Ex-Soldiers appoint Captain Francis

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Selkirk’s Ex-Soldiers’ Association appointed Captain Donald Francis, formerly of the Royal Horse Artillery, as their 2015 Standard Bearer on Sunday.

The 41-year-old chiropractor, who lives at Whitmuir farm near the Rigg with his farmer wife Katie and three children, was born in Zimbabwe.

He moved to the UK with his family aged 15, and set off early on the road to a military career, starting at Welbeck Sixth Form College, and then officer training at Sandhurst.

“I’m really delighted,” he told The Wee Paper: “We left Zimbabwe 26 years ago, and because I was a soldier, I’ve been a gypsy all that time.

“I’ve lived in four countries, and Selkirk’s Common Riding is one of the biggest, and most attended, and most loved, of all community festivals.

“I’ve been welcomed with open arms. After years of wandering, I feel home.”

Donald’s path to Standard Bearer has not been a straight one. After Sandhurst, he was commissioned as a 2nd Lieutenant in the Royal Regiment of Artillery, and spent the next two years in Germany and in Cyprus on the ‘Green line’: the United Nations controlled no-man’s land, or buffer-zone, between Turkish North Cyprus and Greek South Cyprus. He then returned to education, studying for a postgraduate degree in Information Systems Management at the Royal Military College of Science in Shrivenham, Oxfordshire.

It was here, as the captain of the university rugby team, that he met his fellow sports captain wife Katie, “a Selkirk girl” raised at her family farm at Whitmuir, who was also studying in the south of England. “Seventeen years later,” he said, “I’m living in Scotland.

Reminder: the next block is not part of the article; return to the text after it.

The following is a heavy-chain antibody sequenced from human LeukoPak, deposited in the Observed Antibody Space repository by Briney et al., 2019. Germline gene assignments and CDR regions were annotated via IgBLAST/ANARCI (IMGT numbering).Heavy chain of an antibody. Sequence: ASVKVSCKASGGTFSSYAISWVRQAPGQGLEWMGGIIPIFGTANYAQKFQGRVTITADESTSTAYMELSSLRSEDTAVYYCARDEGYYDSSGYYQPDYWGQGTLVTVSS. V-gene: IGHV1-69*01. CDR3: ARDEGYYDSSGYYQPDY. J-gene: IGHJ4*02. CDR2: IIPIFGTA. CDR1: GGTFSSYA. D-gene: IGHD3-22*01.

“I left Shrivenham as a Captain, which seemed a miracle,” he joked, before then spending six “fascinating” months in the Falkland Islands. He later joined the 1st Regiment Royal Horse Artillery, touring Kosovo and multiple exercises in Canada, Germany and Cyprus.

In 2004, he spent five months in Iraq: “It was an interesting period of time,” he told us: “The Army is like turning up week after week on the benches, without playing. Iraq was playing.”

After his first son was born, Donald left the Army in 2005: “I’d been fishing with the idea of being a chiropractor for some time,” he explained.

Following four years of study at the Palmer College of Chiropractic in Iowa, Donald returned to the UK “the poorest person in Christendom.”

He opened his first clinic in Galashiels in November 2009, and then a second in Hawick in 2011, and since then, he said: “We’ve been going at full tilt.”

Donald also spends half the week helping his wife at Whitmuir farm. All of their children have kept up their parents’ sporting prowess: both of their sons, 10-year-old Jamie and five-year-old Charlie, play rugby in Selkirk, while their daughter, Hannah, 9, also plays hockey in the town. Katie, his Lady Busser, will turn 40 on Common Riding day.

“I think it must be a rush to stand in front of thousands of people who have watched the Casting every year,” he mused: “You’d better do it well, and do it right.”

But Donald’s emotional day will also be tinged with sadness, as he leads the town in remembering Selkirk’s fallen. “My father was killed in [Zimbabwe’s] Civil War of 1979: he was the last casualty on the Rhodesian side. I was six,” he told us. “I’ve served with great people, and lost great friends, and to cast the Flag on their behalf is a great honour.”